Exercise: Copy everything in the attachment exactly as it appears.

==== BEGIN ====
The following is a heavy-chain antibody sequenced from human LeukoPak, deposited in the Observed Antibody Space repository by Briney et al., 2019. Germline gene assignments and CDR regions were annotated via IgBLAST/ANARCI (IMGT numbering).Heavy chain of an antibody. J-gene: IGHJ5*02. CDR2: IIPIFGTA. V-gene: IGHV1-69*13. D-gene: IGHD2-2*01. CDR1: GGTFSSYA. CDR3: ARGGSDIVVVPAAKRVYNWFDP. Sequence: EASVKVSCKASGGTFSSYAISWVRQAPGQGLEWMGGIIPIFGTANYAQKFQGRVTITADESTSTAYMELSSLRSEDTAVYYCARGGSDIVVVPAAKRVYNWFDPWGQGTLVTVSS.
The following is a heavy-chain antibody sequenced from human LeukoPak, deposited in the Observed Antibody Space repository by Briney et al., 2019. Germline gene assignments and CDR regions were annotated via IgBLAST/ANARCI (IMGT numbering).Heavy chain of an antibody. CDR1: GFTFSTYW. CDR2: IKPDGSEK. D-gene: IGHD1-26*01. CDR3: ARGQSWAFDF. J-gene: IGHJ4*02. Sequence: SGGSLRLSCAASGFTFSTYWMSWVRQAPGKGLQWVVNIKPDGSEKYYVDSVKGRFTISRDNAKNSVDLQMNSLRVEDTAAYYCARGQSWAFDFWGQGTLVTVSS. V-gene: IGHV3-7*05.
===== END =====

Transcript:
The following is a heavy-chain antibody sequenced from human LeukoPak, deposited in the Observed Antibody Space repository by Briney et al., 2019. Germline gene assignments and CDR regions were annotated via IgBLAST/ANARCI (IMGT numbering).Heavy chain of an antibody. J-gene: IGHJ5*02. CDR2: IIPIFGTA. V-gene: IGHV1-69*13. D-gene: IGHD2-2*01. CDR1: GGTFSSYA. CDR3: ARGGSDIVVVPAAKRVYNWFDP. Sequence: EASVKVSCKASGGTFSSYAISWVRQAPGQGLEWMGGIIPIFGTANYAQKFQGRVTITADESTSTAYMELSSLRSEDTAVYYCARGGSDIVVVPAAKRVYNWFDPWGQGTLVTVSS.
The following is a heavy-chain antibody sequenced from human LeukoPak, deposited in the Observed Antibody Space repository by Briney et al., 2019. Germline gene assignments and CDR regions were annotated via IgBLAST/ANARCI (IMGT numbering).Heavy chain of an antibody. CDR1: GFTFSTYW. CDR2: IKPDGSEK. D-gene: IGHD1-26*01. CDR3: ARGQSWAFDF. J-gene: IGHJ4*02. Sequence: SGGSLRLSCAASGFTFSTYWMSWVRQAPGKGLQWVVNIKPDGSEKYYVDSVKGRFTISRDNAKNSVDLQMNSLRVEDTAAYYCARGQSWAFDFWGQGTLVTVSS. V-gene: IGHV3-7*05.